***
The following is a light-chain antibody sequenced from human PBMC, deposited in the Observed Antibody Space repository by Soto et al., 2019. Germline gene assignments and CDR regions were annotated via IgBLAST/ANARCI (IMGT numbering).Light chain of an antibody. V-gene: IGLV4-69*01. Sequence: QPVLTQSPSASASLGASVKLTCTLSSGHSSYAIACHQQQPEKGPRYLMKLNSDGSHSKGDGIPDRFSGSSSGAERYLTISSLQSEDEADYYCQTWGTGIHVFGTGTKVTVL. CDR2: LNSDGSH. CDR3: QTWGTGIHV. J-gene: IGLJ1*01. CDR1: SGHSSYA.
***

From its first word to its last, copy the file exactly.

The following is a light-chain antibody sequenced from human PBMC, deposited in the Observed Antibody Space repository by Soto et al., 2019. Germline gene assignments and CDR regions were annotated via IgBLAST/ANARCI (IMGT numbering).Light chain of an antibody. V-gene: IGLV4-69*01. Sequence: QPVLTQSPSASASLGASVKLTCTLSSGHSSYAIACHQQQPEKGPRYLMKLNSDGSHSKGDGIPDRFSGSSSGAERYLTISSLQSEDEADYYCQTWGTGIHVFGTGTKVTVL. CDR2: LNSDGSH. CDR3: QTWGTGIHV. J-gene: IGLJ1*01. CDR1: SGHSSYA.